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Micro Computer Device Implanted in the Eyes for Tracking Progress of Glaucoma

by Dr. Trupti Shirole on  February 26, 2011 at 3:15 PM Research News   - G J E 4
Scientists at the University of Michigan have developed a pressure monitor device which can be implanted in an individual's eye ball to track the progress of glaucoma. They claim that it is the world's smallest computer system which is just 1 sq mm in size. This device has been developed by Professors Dennis Sylvester, David Blaauw and David Wentzloff. It is yet to be named.

The device contains an ultra low-power microprocessor, a pressure sensor, memory and a thin film battery. It also consists of a solar cell and a wireless radio with an antenna which can transmit data to an external reader device. This radio does not require tuning to find the right frequency and so it can link to wireless network of computers. To charge the battery, the device requires 10 hours of exposure to indoor light or 1.5 hours of sunlight. Information can be stored in the device up to a week. The device takes measurements every 15minutes and consumes an average of 5.3 nanowatts energy.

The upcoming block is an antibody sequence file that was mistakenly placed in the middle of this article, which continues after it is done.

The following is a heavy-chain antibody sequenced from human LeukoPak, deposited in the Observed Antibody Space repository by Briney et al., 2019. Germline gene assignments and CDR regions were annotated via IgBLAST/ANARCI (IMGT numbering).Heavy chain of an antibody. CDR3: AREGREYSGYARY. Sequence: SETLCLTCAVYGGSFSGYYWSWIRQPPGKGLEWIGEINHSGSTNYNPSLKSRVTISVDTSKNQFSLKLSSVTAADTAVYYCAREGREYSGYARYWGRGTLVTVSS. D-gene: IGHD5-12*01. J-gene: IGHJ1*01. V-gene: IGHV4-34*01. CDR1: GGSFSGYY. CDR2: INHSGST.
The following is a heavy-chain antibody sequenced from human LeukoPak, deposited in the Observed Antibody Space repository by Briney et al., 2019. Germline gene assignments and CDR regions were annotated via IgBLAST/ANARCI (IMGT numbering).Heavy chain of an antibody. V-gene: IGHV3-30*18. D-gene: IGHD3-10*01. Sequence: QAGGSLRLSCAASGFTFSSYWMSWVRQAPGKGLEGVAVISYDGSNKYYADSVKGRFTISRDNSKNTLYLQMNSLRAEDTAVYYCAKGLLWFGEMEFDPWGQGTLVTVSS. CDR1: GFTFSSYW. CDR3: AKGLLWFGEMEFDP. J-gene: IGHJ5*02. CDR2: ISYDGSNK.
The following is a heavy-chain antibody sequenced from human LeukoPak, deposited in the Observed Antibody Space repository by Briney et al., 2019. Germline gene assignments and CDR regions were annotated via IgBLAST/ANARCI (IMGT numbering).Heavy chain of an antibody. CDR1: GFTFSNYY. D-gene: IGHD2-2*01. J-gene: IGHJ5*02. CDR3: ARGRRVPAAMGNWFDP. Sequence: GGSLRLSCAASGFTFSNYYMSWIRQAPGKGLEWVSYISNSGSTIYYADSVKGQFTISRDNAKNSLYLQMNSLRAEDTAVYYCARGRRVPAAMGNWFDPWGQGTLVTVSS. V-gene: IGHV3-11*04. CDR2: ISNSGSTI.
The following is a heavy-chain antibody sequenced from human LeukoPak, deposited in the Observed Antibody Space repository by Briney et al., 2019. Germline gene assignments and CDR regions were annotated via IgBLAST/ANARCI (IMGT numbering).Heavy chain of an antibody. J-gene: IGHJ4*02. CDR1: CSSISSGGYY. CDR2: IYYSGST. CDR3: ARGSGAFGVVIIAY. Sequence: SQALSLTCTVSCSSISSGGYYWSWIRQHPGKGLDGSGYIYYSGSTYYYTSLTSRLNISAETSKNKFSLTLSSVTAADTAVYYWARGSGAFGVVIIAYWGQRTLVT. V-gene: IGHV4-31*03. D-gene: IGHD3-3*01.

Micro Computer Device Implanted in the Eyes for Tracking Progress of Glaucoma
Micro Computer Device Implanted in the Eyes for Tracking Progress of Glaucoma
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This device is being seen as the future of the computing industry, though it requires few more years to be available commercially.


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Source: Medindia
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